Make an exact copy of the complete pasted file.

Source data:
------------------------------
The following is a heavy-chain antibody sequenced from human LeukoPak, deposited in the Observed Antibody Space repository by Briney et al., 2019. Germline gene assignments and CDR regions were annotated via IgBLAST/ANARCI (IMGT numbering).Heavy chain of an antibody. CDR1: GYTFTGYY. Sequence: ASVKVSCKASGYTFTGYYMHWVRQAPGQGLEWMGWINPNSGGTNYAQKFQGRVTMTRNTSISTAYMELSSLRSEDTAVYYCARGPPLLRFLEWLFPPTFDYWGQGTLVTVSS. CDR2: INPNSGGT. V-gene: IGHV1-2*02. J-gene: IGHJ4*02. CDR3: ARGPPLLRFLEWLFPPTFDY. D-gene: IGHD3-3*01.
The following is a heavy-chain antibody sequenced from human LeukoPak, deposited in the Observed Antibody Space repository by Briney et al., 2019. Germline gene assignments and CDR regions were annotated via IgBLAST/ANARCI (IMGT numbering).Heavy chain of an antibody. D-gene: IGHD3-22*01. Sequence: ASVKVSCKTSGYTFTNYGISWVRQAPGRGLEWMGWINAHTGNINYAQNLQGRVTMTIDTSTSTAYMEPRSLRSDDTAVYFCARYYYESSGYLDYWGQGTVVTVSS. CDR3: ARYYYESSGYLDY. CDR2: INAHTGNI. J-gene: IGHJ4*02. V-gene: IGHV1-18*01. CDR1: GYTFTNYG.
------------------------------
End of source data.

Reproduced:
The following is a heavy-chain antibody sequenced from human LeukoPak, deposited in the Observed Antibody Space repository by Briney et al., 2019. Germline gene assignments and CDR regions were annotated via IgBLAST/ANARCI (IMGT numbering).Heavy chain of an antibody. CDR1: GYTFTGYY. Sequence: ASVKVSCKASGYTFTGYYMHWVRQAPGQGLEWMGWINPNSGGTNYAQKFQGRVTMTRNTSISTAYMELSSLRSEDTAVYYCARGPPLLRFLEWLFPPTFDYWGQGTLVTVSS. CDR2: INPNSGGT. V-gene: IGHV1-2*02. J-gene: IGHJ4*02. CDR3: ARGPPLLRFLEWLFPPTFDY. D-gene: IGHD3-3*01.
The following is a heavy-chain antibody sequenced from human LeukoPak, deposited in the Observed Antibody Space repository by Briney et al., 2019. Germline gene assignments and CDR regions were annotated via IgBLAST/ANARCI (IMGT numbering).Heavy chain of an antibody. D-gene: IGHD3-22*01. Sequence: ASVKVSCKTSGYTFTNYGISWVRQAPGRGLEWMGWINAHTGNINYAQNLQGRVTMTIDTSTSTAYMEPRSLRSDDTAVYFCARYYYESSGYLDYWGQGTVVTVSS. CDR3: ARYYYESSGYLDY. CDR2: INAHTGNI. J-gene: IGHJ4*02. V-gene: IGHV1-18*01. CDR1: GYTFTNYG.